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Worsening relations between Chisinau and Tiraspol

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November 11, 2002
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In early November OSCE and guarantor countries’ experts have declared that negotiations between Chisinau and Tiraspol reached a deadlock. According to them, negotiations could be resumed only after the parties clarify their positions and interests in settling the conflict via federalization of the Republic of Moldova. Rather it would be more appropriate to say that since OSCE presented the draft on federalization of the Republic of Moldova, negotiations haven’t even started. Only several consultation meeting were held in August — October between the five parties. Furthermore, those meeting were accompanied by a tough propaganda war. For instance Chisinau propaganda machine for one year didn’t cease speaking about “Smirnov Mafia and criminal regime”, whereas Tiraspol about “economic blockade” and 10-th anniversary of the “Moldova’s aggression against the Transdnistrian Republic”. That is why the fact that bilateral relations are the worst since 1992, comes as no surprise. Tiraspol’s new initiative falls perfectly within OSCE’s recent call to Chisinau and Tiraspol to clarify their positions. Thus Tiraspol intends to show that it has not only military but also economic power equal to Chisinau. That is why both parties would be treated equally at the negotiation table, as provided for in 1997 Memorandum signed by Republic of Moldova President, Petru Lucinschi, and Transdnistrian Leader, Igor Smirnov.

In this respect, on November 4 Transdnistrian leader, Igor Smirnov, issued a decree on an additional 20% tax on the goods imported from the Republic of Moldova. According to Smirnov the action was nothing but “an adequate response to the economic blockade set by the Republic of Moldova” when it introduced new customs seals, as a result of its adhesion to the World Trade Organization. According to Tiraspol “economic blockade” is Chisinau’s refusal to unconditionally hand it over its customs seals, so that Tiraspol could continue its uncontrolled foreign trade.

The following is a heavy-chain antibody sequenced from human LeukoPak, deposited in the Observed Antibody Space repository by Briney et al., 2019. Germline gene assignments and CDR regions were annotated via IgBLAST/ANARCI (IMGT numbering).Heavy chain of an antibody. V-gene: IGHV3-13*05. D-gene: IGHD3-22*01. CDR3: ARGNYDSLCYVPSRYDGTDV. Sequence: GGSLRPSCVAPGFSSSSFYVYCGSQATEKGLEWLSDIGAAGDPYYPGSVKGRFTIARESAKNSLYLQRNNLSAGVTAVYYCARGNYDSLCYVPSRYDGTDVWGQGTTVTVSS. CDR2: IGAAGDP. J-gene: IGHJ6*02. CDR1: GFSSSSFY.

Given the above said, the deadlock reached in negotiations was easy to foresee. That is why last summer debates in mass media were pointless. On the one hand, Moldovan authorities, failing to understand what exactly the federalization means and how could it be achieved, were keen to announce loud the success awaiting them in settling Transdnistrian conflict once OSCE had presented its federalization plan. Democratic Agrarian Party, the two Socialist parties and Ravnopravie Movement unconditionally supported authorities’ position. On the other hand, center-right forces opposed federalization. Social-Democratic parties agreed in principle to federalization, however insisted on the ways it could be achieved.

In Transdnistria, on the contrary OSCE draft wasn’t received with much enthusiasm. Only the Chief of Diplomatic Service, Valerii Litskai, expressed some optimism with regard to the federalization plan, immediately after Kiev reunion where it was first presented. Local experts pointed that Litskai had a big price to pay for this, as he was for a long time in Smirnov disfavor. Later on, Tiraspol leaders formulated a new position, totally different from that of Chisinau. Thus, the Chief of the Supreme Soviet of Tiraspol, Grigorii Marakutsa and Litskai stated they saw no difference between a federation and a confederation. For them the most acceptable variant of building a unified state is the Serbia-Montenegro model, or the way Bosnia was formed in line with the Dayton agreement.

Let’s then consider the differences. One may say in Chisinau the Communist Party and the Social Democratic Alliance agree in principle with the federalization plan. Both see federalization as a realistic scenario. Indeed, if Russia were considered to be the main strategic partner and mediator in the negotiation process, then it would have a major saying in the process. Evghenii Primakov, former Prime Minister voiced Russia’s position on the resolution of the Transdnistrian conflict: neither Moldova a unitary state, nor Transdnistria an independent state. On the other hand, another Russian official, Boris Pastuhov stated that in the settlement of the Transdnistrian conflict “Russia would withdraw from Moldova upon the withdrawal of its munitions, however it would do so in such a manner so as to stay there forever”. This in fact summarizes the framework for settling the Transdnistrian conflict. And that is exactly why Communist Party and Social-Democratic Alliance view federalization as acceptable. Domestic experts believe Communist Party lacks a clear vision on how federalization could be achieved; nevertheless it supports federalization, as it would imply a constitutional reform. The latter would allow them to keep up electoral promises on which a moratorium was set under the PACE Resolution, namely declaring Russian a state language, revising the history taught in schools, etc. However, the risks of federalization are hard to evaluate. Even if we admit that an agreement would be reached with Tiraspol on a classic federalization model, as the German one, still two extremely complicated problems would arise during the federalization process.